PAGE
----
A typical example is given by the Nasa Mars Rovers (Jet Propulsion Laboratory, n. d.). These robots, 170 to 320 million kilometers away from the Earth, are able to receive and send quite some information, either directly or via the Mars Orbiter (satellite around Mars). However, the downside of this communication is that their latency is very high (about 20 minutes), which obviously means that the robots cannot be remotely controlled. To perform their mission for NASA these robots had a software system that ran over a list of actions that were uploaded during the communication moment. A problem with this software is the static nature of its software platform. When the software needs an update to fix some problem or when some new features are needed to face unprecedented conditions, the robot software needs to be completely replaced.

The work described in this paper applies a new approach to implementing the adaptation loop in autonomous robot systems. In a nutshell, our architecture model realizes an adaptation loop which can be run-time revised so as to better match the current context. This strategy allows the application configuration to be modified outside of the application business logics. In order to deal with changing environments or/and robot status, our adaptation framework is designed to systematically support multiple adaptation logics. An adaptation plan is generated by run-time selected adaptation modules according to context to date. Robot applications, built from individual component instances, are composed and reconfigured by these run-time generated policies. This work is based on our ACCADA framework proposed in (Gui, De Florio, Sun, & Blondia, 2009b).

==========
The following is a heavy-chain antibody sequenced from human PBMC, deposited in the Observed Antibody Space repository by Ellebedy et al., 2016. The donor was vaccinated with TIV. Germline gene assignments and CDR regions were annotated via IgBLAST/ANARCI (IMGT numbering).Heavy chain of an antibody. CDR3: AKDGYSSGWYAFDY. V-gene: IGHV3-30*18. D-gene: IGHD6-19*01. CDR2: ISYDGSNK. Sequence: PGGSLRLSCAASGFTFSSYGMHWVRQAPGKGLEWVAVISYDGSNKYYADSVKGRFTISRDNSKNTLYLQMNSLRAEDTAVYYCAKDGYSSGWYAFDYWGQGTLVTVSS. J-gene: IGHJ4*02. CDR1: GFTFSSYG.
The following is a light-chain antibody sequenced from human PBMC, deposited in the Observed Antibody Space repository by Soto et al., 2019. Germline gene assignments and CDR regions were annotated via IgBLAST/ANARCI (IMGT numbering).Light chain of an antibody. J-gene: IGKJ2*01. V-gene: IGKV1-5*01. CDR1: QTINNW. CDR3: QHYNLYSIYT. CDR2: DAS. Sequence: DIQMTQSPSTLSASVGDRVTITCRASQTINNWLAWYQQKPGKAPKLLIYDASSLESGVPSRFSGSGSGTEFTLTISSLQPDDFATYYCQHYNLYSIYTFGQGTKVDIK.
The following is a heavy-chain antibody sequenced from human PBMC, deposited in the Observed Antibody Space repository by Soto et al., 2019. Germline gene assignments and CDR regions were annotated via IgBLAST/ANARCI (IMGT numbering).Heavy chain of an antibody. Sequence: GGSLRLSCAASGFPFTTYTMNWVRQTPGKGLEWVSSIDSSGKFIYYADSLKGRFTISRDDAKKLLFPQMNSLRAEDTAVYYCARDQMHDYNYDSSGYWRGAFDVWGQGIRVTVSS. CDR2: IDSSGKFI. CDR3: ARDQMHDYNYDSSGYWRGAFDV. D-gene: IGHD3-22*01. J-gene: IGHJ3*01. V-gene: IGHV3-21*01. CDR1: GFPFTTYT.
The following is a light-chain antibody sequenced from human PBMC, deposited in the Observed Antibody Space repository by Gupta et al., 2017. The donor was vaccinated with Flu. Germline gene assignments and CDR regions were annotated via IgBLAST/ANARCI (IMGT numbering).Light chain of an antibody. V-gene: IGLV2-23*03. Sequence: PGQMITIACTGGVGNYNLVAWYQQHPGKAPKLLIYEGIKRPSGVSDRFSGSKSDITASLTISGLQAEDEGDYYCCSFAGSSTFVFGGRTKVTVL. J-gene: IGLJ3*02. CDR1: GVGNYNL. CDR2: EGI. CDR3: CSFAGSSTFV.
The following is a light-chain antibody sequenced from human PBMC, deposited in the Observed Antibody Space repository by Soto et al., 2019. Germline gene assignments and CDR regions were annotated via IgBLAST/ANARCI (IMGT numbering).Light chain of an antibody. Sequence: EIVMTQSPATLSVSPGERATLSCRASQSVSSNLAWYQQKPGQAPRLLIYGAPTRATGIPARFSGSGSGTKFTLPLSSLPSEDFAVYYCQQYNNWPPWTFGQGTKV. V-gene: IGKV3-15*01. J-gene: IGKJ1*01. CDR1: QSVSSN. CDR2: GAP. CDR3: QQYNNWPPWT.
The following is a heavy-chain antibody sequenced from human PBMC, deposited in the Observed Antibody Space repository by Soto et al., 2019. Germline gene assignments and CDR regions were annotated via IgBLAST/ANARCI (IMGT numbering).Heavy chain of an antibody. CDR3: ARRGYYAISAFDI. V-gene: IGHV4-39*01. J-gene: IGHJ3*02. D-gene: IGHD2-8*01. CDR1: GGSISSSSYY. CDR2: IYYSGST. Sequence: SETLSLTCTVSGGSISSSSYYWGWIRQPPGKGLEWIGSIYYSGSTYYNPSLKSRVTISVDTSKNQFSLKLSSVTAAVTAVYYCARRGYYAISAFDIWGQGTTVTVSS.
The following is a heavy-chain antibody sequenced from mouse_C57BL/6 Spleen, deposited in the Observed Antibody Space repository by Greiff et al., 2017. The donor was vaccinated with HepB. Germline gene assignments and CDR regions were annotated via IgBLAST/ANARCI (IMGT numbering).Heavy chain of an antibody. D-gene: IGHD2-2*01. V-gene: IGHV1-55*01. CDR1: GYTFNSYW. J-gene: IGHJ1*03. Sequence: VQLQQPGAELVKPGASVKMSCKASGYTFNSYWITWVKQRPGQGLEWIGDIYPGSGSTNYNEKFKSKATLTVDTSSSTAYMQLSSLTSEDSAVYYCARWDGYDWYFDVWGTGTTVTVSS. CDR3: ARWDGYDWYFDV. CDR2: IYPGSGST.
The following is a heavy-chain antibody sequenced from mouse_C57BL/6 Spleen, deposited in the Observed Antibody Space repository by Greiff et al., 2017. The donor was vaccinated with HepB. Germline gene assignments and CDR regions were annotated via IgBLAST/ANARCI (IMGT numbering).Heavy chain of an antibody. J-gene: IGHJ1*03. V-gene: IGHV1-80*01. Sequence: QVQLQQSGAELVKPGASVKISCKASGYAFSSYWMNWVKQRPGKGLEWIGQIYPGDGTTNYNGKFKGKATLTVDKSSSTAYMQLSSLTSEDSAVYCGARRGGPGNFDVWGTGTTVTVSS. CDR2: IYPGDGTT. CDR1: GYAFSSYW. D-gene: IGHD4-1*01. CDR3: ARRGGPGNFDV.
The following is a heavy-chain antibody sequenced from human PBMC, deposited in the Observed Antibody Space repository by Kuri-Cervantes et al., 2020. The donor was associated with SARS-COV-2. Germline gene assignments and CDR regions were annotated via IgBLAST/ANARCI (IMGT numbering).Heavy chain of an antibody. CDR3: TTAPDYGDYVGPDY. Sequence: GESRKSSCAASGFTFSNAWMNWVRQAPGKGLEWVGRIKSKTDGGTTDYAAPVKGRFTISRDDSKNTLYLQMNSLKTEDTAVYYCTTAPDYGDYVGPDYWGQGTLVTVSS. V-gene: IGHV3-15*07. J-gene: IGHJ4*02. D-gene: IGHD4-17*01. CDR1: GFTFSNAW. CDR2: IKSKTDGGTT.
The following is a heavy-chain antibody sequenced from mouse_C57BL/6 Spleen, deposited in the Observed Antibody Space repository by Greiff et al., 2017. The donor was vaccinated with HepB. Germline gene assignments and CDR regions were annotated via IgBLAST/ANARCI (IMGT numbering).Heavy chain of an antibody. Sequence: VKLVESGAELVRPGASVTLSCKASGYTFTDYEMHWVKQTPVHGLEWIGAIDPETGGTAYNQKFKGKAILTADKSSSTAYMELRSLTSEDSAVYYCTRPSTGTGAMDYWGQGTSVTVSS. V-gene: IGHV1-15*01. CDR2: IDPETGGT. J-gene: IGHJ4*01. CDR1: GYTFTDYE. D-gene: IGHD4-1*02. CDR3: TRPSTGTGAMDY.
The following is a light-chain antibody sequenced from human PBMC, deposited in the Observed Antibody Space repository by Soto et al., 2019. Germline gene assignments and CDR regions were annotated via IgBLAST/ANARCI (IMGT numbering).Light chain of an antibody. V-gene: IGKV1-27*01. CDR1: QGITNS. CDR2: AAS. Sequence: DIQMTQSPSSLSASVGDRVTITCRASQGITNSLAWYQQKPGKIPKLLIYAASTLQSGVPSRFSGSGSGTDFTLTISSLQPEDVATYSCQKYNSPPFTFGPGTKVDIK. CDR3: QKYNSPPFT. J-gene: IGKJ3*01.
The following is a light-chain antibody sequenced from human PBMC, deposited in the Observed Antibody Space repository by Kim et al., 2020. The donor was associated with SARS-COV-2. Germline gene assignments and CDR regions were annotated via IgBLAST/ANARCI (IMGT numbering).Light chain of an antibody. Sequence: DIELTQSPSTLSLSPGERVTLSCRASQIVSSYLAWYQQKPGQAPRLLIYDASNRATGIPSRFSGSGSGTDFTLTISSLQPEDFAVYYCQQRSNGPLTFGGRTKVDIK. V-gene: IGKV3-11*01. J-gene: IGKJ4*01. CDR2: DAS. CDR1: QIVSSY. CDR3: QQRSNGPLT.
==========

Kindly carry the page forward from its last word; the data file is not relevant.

In order to seamlessly integrate the NXT robot into the ACCADA framework, a remote NXT model is designed to expose native NXT sensors and actuators as run-time manageable components. This remote NXT model allows future more advanced sensors/actuators to be easily plugged into our framework. Our modular middleware solution can effectively support adding/removing context-specific Planners during run-time, selecting the right adaptation Planner according to context by e.g. using a battery oriented adaptation scenario. Other adaptation strategies, such as fault-tolerant adaptation, can be injected into the system during the run-time to provide other adaption features to the existing adaptation capabilities.

The rest of the paper is organized as follows: First we describe the definition of our run-time reconfiguration framework as well as its key modules. Then we focus on software system design in implementing such framework and some adaptation scenarios. Finally we discuss related work in and provide our conclusion.